So if you’re gay, Malmö, Sweden is the place to visit.
Strange way to open a blog post? It shouldn’t be. We arrived in Malmö after a crazy long day of traveling from Rothenburg ob der Tauber (26 hours, 8 connections), and many of those trains had a pretty decent WIFI connection, which meant I could research the city before we got there. Malmö, as it turns out, is very progressive on the gay rights front.
If we were comparing Europe to the United States, Malmö, Sweden would be most similar to San Francisco. Everywhere you looked there was artwork (over 300 works of art on public display), interesting eateries and a laid back attitude that said do what you want, we’re not here to judge. It was relaxing, and nice. And for the first time in Europe, I didn’t feel slightly out of place being an American.
We got to town after such a long travel day, and the wind and rain were trying their best to keep us inside for the day. We were starving, however, so we headed straight to this little noodle place that I’d heard about from a friend who’d lived in Malmo for bit called Misoteket. It was amazing! You create your own noodle bowl with whatever ingredients you like, then you choose your broth (white or red), they open up a spout on the wall and out comes your chosen broth. It’s like instant hot soup and I would’ve gladly gone back day after day after day!
We also made sure to check out the Malmö Saluhall, a large food market! With the countless option, we headed straight to a chocolate bar, bought a couple fancy chocolates and a box to bring home for the family. From there we headed to Slottsträdgården to see the flowers and of course the giant windmill. We weren’t able to make it over to Amsterdam, so this was the next best thing!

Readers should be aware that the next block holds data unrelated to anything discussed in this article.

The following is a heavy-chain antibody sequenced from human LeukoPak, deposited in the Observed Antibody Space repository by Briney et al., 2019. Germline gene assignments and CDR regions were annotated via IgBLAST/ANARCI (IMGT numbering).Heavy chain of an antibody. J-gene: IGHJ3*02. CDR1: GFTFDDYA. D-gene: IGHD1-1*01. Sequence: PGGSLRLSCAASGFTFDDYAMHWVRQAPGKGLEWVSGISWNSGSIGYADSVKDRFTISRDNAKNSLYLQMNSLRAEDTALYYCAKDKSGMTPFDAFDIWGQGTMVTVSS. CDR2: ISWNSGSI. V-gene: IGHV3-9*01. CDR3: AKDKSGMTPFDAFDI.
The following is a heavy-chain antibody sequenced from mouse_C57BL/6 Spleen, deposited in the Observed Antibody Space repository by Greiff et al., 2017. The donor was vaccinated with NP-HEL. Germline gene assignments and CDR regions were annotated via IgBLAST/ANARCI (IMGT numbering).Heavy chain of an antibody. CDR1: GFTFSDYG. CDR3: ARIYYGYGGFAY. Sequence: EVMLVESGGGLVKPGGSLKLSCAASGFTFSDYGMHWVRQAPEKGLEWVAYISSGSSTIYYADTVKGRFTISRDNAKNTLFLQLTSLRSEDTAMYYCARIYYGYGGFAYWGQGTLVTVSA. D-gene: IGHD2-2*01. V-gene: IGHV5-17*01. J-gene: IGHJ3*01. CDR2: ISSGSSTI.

Something else we just have to talk about when discussing Sweden: Fika. So there is a daily tradition, called Fika, where every day around 2:00 or 3:00 pm, you stop whatever you’re doing, meet up with a few friends, head to your favorite cafe and eat cake. That’s it. You can have tea or coffee along with your cake, but definitely not alcohol, and you can’t do it alone. It’s a social thing, emphasizing the importance of taking time every day to appreciate the little things. Who wouldn’t be on board with that?
Now if you’ve been reading my blog for long enough you know everything I do, I go all out. Go big or go home. And when you tell me there is a tradition of stopping every day to eat a piece of cake, I’m definitely going to approach it like I approach everything else in life: without an ounce of subtlety.
We had fika every single day we were in Sweden. I’ve had fika multiple times since I’ve been home back in the states. I can’t get enough (my personal favorite is anything to do with lemon). Until my dying day I’ll be shutting down my day at 3:00 to eat cake, and I don’t give a single care as to who doesn’t like it. Time out to visit with friends and eat cake? Seems like a fantastic habit to add to my days!
The most fascinating part of Malmo though, was not the parts of the city we did get to experience, but the fascinating undercurrent of punk rebellion. There are signs everywhere for past and future organized protests. There’s a rumbling here.